Scott Walker

Where to begin, good lord!?!  How about with jobs.

To date, I believe two companies have moved to Wisconsin from Illinois: Catalyst Exhibits, which provides meaningful benefits to our society in the way of tradeshow materials, and that paragon of staid business ethos,, a coupon website hawking “hot deals” and “savings slashing.”  So Walker has to his credit over-caffeinated shills at tradeshows and more annoying coupons no one wants in the first place.  Wow, the badger state’s really starting to become a beacon of American workplace pride.

But like Saul Bellow wearied, “I’ve never seen a fig leaf yet that didn’t have a price tag on the other side.”  Consider this: these companies aren’t moving from Chicago or central Illinois; they’re already far northern Illinois, i.e., northern enough to easily warrant its IL-resident employees to commute to work.  Catalyst is moving from Crystal Lake, IL, to Pleasant Prairie, WI, and FatWallet’s going from Rockford to Beloit, distances of 42 and 19 miles, respectively.  So (a) it’s debatable how many jobs are actually being created (as opposed to being merely imported), and (b), due to reciprocity agreements between Wisconsin and Illinois, these IL residents who will soon work over the border will not have to pay a single cent in WI income tax.  (To quote the state Department of Revenue’s website under Reciprocity, “Wisconsin generally will not tax the personal service income (e.g., salaries, wages, commissions, and fees earned by an employee) of individuals who are domiciled in Illinois, Indiana, Kentucky, or Michigan who are employed in Wisconsin.”)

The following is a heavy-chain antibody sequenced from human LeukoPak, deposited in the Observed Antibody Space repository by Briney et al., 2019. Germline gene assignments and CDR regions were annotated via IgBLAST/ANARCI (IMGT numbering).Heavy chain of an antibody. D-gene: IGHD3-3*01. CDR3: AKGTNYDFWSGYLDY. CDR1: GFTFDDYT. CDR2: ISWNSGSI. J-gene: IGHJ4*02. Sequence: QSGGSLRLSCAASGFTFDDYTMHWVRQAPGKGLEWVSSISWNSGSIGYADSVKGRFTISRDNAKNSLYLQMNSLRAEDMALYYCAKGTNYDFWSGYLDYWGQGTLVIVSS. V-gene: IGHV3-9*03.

Now, also consider this: the Kenosha Area Business Alliance is providing a $1.25 million low-interest loan to Catalyst Exhibits, while the state Department of Commerce is providing a $500,00 loan (no info found on interest).  So when Catalyst promises to make a $2.5 million investment in WI, is that after their loans are paid off, or including that money?  (If the latter, that’s only $750,000.  Better than nothing, sure, but hardly warranting the victory laps of look-at-me boy pride the governor’s agog after this deal.)    As for the skinny on, they did one of the two following (I’ll let you guess which): move to Wisconsin, lured by Walker’s enticements; or escape to Wisconsin to avoid paying taxes in Illinois after the recent lawsuit down there (filed after the governor of IL signed into law legislation that would protect brick-and-mortar IL businesses against online enterprises that neither pay nor charge state tax).  With such a gallant name like, I’m shocked their business model isn’t more honorable!

And let’s not forget that all of this is saying nothing of how arguably shitty these jobs probably are in the first place in terms of, well, meaningful work for one, but more important whether they actually pay a living wage that actual families can make it on.